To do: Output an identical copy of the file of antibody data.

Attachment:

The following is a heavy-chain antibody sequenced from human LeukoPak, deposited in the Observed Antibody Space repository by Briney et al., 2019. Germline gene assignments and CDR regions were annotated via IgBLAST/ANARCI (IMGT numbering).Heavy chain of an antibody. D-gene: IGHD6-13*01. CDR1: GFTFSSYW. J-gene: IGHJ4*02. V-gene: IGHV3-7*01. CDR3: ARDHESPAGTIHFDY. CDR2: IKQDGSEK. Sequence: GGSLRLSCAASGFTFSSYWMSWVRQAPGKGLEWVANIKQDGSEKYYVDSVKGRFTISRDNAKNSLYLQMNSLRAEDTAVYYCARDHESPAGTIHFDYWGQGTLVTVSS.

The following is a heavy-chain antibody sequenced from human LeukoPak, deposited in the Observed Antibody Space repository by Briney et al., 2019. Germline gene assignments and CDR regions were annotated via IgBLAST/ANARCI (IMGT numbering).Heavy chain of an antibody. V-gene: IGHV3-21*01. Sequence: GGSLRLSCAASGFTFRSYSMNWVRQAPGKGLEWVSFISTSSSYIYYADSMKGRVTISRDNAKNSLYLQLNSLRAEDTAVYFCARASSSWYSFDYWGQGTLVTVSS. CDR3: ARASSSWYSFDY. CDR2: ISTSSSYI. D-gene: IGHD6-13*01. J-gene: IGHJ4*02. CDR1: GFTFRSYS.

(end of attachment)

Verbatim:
The following is a heavy-chain antibody sequenced from human LeukoPak, deposited in the Observed Antibody Space repository by Briney et al., 2019. Germline gene assignments and CDR regions were annotated via IgBLAST/ANARCI (IMGT numbering).Heavy chain of an antibody. D-gene: IGHD6-13*01. CDR1: GFTFSSYW. J-gene: IGHJ4*02. V-gene: IGHV3-7*01. CDR3: ARDHESPAGTIHFDY. CDR2: IKQDGSEK. Sequence: GGSLRLSCAASGFTFSSYWMSWVRQAPGKGLEWVANIKQDGSEKYYVDSVKGRFTISRDNAKNSLYLQMNSLRAEDTAVYYCARDHESPAGTIHFDYWGQGTLVTVSS.

The following is a heavy-chain antibody sequenced from human LeukoPak, deposited in the Observed Antibody Space repository by Briney et al., 2019. Germline gene assignments and CDR regions were annotated via IgBLAST/ANARCI (IMGT numbering).Heavy chain of an antibody. V-gene: IGHV3-21*01. Sequence: GGSLRLSCAASGFTFRSYSMNWVRQAPGKGLEWVSFISTSSSYIYYADSMKGRVTISRDNAKNSLYLQLNSLRAEDTAVYFCARASSSWYSFDYWGQGTLVTVSS. CDR3: ARASSSWYSFDY. CDR2: ISTSSSYI. D-gene: IGHD6-13*01. J-gene: IGHJ4*02. CDR1: GFTFRSYS.